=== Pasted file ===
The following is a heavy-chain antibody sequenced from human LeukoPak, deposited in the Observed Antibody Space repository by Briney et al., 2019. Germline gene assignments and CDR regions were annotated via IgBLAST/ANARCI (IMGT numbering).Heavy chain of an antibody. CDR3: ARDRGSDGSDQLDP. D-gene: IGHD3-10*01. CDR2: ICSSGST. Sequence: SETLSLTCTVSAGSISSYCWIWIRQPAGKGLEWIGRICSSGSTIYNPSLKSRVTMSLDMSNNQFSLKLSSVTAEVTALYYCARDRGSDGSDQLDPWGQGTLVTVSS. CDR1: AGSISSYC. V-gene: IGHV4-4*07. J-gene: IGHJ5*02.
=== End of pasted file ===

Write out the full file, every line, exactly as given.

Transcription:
The following is a heavy-chain antibody sequenced from human LeukoPak, deposited in the Observed Antibody Space repository by Briney et al., 2019. Germline gene assignments and CDR regions were annotated via IgBLAST/ANARCI (IMGT numbering).Heavy chain of an antibody. CDR3: ARDRGSDGSDQLDP. D-gene: IGHD3-10*01. CDR2: ICSSGST. Sequence: SETLSLTCTVSAGSISSYCWIWIRQPAGKGLEWIGRICSSGSTIYNPSLKSRVTMSLDMSNNQFSLKLSSVTAEVTALYYCARDRGSDGSDQLDPWGQGTLVTVSS. CDR1: AGSISSYC. V-gene: IGHV4-4*07. J-gene: IGHJ5*02.